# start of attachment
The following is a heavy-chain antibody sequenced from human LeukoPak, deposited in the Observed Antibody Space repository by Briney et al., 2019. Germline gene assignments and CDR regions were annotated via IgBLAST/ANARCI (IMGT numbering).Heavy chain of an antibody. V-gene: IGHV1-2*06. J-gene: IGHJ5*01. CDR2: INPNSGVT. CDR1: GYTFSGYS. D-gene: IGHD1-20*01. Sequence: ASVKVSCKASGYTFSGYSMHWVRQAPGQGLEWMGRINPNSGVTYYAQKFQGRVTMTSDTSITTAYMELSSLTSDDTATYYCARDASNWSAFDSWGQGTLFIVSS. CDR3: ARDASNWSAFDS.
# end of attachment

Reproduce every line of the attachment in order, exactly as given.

The following is a heavy-chain antibody sequenced from human LeukoPak, deposited in the Observed Antibody Space repository by Briney et al., 2019. Germline gene assignments and CDR regions were annotated via IgBLAST/ANARCI (IMGT numbering).Heavy chain of an antibody. V-gene: IGHV1-2*06. J-gene: IGHJ5*01. CDR2: INPNSGVT. CDR1: GYTFSGYS. D-gene: IGHD1-20*01. Sequence: ASVKVSCKASGYTFSGYSMHWVRQAPGQGLEWMGRINPNSGVTYYAQKFQGRVTMTSDTSITTAYMELSSLTSDDTATYYCARDASNWSAFDSWGQGTLFIVSS. CDR3: ARDASNWSAFDS.